I think you mean a donkey and not a mule. Even donkeys have to be trained to other livestock.
     
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  10. Feb 28, 2017
    JoyfulGoats

    JoyfulGoats Ridin' The Range

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    I think the term usually used in english is factory farms? In just translated the french term since I couldn't remember the other. For example, in factory farms, the animals are kept in cramped spaces, often they are dirty, the chickens have their beaks trimmed to avoid pecking since they are so tightly packed. I also saw a hidden camera video where the people went to see a turkey slaughterhouse, and the turkeys were hung by their feet on a turning thing that passed them through a blade, but depending on how the turkey moved (since it was scared), the blade would hit something else and cause unnecessary suffering. The male chicks of the egg industry are ground up alive, etc. I do not feel comfortable supporting this type of farming. We've been eating eggs and meat from small organic (and grassfed for red meat) farms, where we actually know the animals are free range, not just the so called "free range" that just means in a fence with a cement floor outside for a tiny bit each day, or "cage free" where they are still just as cramped, just not seperated in cages.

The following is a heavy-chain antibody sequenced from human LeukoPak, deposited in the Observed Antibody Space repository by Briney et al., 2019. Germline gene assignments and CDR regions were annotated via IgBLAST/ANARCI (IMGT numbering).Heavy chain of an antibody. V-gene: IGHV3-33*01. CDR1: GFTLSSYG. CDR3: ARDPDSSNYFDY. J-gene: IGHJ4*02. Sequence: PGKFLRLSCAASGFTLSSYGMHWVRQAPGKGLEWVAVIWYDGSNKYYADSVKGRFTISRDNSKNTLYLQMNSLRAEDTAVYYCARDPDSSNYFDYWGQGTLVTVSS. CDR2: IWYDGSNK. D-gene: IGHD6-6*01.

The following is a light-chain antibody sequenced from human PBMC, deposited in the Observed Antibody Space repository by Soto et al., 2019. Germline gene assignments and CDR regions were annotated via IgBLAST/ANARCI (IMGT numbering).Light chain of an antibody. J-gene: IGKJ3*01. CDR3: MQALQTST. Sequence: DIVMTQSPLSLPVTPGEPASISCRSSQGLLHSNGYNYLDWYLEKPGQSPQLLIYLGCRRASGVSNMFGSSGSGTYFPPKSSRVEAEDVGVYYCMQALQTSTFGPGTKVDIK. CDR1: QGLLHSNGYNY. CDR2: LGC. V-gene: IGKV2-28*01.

I agree with you Baymule, I think it won't be possible to raise them with my own meat. It would be too expensive. I did mean a mule though, haha. Not a very common animal, I suppose. Usually donkeys are used to guard livestock if LGDs aren't, but I do prefer a mule. I would try to train her, but even if she didn't guard, it wouldn't be the end of the world. I'd want her for riding, and also the fact that draft mules are very big might make a smaller predator think twice.